I spent my postdoc years in a bio-imaging lab, and each month we’d have a competition to see who could come up with the most gorgeous and aesthetically pleasing piece of imaging data. That was fifteen years ago, a time when the two-photon microscope was just starting to see widespread use and was beginning to revolutionize cell and developmental biology. A recent lab reunion was a joy, particularly getting to see how far the technologies had come in the short time since I left the bench.
Imaging has become a staple of so many approaches to biology, and every year, microscope companies run their own contests, casting a wide net to find the most compelling images worldwide. This year’s Nikon Small World competition found some fascinating winners.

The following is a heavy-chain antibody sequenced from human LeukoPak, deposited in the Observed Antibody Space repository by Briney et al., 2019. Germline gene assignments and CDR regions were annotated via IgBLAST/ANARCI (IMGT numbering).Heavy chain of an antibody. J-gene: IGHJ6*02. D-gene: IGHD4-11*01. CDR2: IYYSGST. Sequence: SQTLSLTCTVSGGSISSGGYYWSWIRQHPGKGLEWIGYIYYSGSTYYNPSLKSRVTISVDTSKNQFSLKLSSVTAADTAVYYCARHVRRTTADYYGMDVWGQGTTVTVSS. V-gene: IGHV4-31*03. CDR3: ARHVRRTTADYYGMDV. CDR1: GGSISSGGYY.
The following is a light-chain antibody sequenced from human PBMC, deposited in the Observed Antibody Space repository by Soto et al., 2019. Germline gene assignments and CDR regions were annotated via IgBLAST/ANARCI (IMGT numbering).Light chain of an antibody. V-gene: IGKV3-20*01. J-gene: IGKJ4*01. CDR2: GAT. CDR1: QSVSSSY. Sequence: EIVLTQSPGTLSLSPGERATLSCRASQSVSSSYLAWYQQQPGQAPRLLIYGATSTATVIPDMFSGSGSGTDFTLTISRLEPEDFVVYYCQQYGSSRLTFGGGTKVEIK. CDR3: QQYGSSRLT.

First prize went to Wim van Egmond’s video of a ciliate predator devouring its prey:
Second prize was an astonishing look at what goes on in the guts of a termite, as symbiotic organisms help break down wood:
And third prize seems to be a remake of the movie Alien, as a parasitoid wasp breaks out of its host: